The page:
As Nephi’s vision continues to unfold, he sees the child grow and eventually be “lifted up upon the cross and slain for the sins of the world” (1 Nephi 11:32–33). Although he does not describe such details, he presumably saw that nails would be driven into the Savior’s hands.

This may have reminded Nephi of another of Isaiah’s Messianic promises. “For can a woman forget her sucking child, that she should not have compassion on the son of her womb?,” asks the Messianic Servant, in a rhetorical question that no doubt called to Nephi’s mind the previous image of the virgin and her child. But the Servant continues: “Yea, they may forget, yet will I not forget thee, O house of Israel. Behold, I have graven thee upon the palms of my hands; thy walls are continually before me” (1 Nephi 22:15/Isaiah 49:15). Again, after having the vision he had, it’s hard to imagine Nephi did not make the same connection to this passage that Christians have been making for the last 2000 years.

5. Messianic Ministry to Those in Darkness

After the Savior’s mortal ministry, Nephi sees his own seed afflicted by mists and vapors of darkness, “mountains tumbling into pieces,” and cities destroyed (1 Nephi 12:4–5). But then he sees that the Lamb of God “showed himself unto them” and for several generations afterward his people enjoyed prosperity and righteousness (1 Nephi 12:11–12).

To Isaiah, the Lord promised the people of the “isles of the sea” that in the “day of salvation” he would “preserve” them, and cause them to “inherit the desolate heritages.” Then, he would “go forth to them who sit in darkness.” The people would then “be smitten no more; for the Lord hath comforted his people” and they would enjoy prosperity (1 Nephi 21:9–13/Isaiah 49:9–13). While Latter-day Saints often see reference to the Savior’s ministry in the Spirit World here, it’s not hard to imagine Nephi understanding it as a reference to the Messiah’s appearance to his own people.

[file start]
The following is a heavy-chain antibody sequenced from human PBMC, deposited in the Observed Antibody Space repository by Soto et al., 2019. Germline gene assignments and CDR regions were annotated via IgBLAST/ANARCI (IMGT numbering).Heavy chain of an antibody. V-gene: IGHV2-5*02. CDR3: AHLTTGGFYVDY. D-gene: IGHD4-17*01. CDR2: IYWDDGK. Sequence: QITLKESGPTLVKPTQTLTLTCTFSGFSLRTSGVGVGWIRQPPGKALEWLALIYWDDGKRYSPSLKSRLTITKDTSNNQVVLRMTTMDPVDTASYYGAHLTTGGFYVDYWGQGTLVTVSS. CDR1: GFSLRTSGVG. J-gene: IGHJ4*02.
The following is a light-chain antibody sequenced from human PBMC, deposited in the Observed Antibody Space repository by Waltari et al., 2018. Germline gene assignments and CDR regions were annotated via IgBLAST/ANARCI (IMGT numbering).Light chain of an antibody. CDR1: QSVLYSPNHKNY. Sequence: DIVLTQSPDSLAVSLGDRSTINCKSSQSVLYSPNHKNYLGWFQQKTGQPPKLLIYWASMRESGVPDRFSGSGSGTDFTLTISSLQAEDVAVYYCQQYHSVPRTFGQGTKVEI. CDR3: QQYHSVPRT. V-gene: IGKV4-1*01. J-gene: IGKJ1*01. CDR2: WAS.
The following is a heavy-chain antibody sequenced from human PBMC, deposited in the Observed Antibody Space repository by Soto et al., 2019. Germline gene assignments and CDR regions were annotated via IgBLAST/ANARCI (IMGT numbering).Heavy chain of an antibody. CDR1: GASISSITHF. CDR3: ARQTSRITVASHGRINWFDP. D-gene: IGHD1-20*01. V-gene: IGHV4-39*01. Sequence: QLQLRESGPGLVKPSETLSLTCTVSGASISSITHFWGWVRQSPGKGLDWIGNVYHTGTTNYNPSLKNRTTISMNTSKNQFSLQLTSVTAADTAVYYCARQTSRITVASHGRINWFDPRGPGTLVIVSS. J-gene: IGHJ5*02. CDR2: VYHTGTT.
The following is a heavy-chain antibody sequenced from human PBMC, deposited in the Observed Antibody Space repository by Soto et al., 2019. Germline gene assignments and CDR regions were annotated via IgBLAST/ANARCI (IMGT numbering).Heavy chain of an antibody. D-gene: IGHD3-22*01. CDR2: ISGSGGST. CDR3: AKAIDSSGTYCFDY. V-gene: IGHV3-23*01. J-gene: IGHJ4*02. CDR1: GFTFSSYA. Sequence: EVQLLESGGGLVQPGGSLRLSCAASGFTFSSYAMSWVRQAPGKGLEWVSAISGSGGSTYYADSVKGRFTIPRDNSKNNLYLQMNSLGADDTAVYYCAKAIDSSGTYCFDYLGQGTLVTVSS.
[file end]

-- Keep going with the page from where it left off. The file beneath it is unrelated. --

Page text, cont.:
Final Thoughts

In highlighting Isaiah’s role as one of Nephi’s three witnesses of Christ, I’ve tried to read Isaiah through Nephi’s eyes. Nephi probably never read scripture the same again after receiving his sweeping prophetic vision in 1 Nephi 11–14. How could he? It would seem such foreknowledge would color the way you interpreted everything from that point on. Many of the Messianic prophecies in Isaiah have clear imagery and wording reminiscent of Nephi’s vision, no doubt helping him “liken” Isaiah’s words and contributing to his conclusion that Isaiah had seen “my Redeemer, even as I have seen him” (2 Nephi 11:2).  

[1]Jeffrey R. Holland, Christ and the New Covenant (Salt Lake City, UT: Deseret Book, 1997), 95.
[2]Holland, Christ and the New Covenant, 36.
[3]Holland, Christ and the New Covenant, 75.
[4]David E. Bokovoy, “On Christ and Covenants: An LDS Reading of Isaiah’s Prophetic Call,” Studies in the Bible and Antiquity 3 (2011): 45.
[5]The phrase “son of” before “Eternal God” and “Everlasting God” was a later addition in both cases, meant to clarify Jesus’s relationship to the Father. The original text called the Christ child himself “Eternal God” and “Everlasting God,” and so I’ve followed those readings here.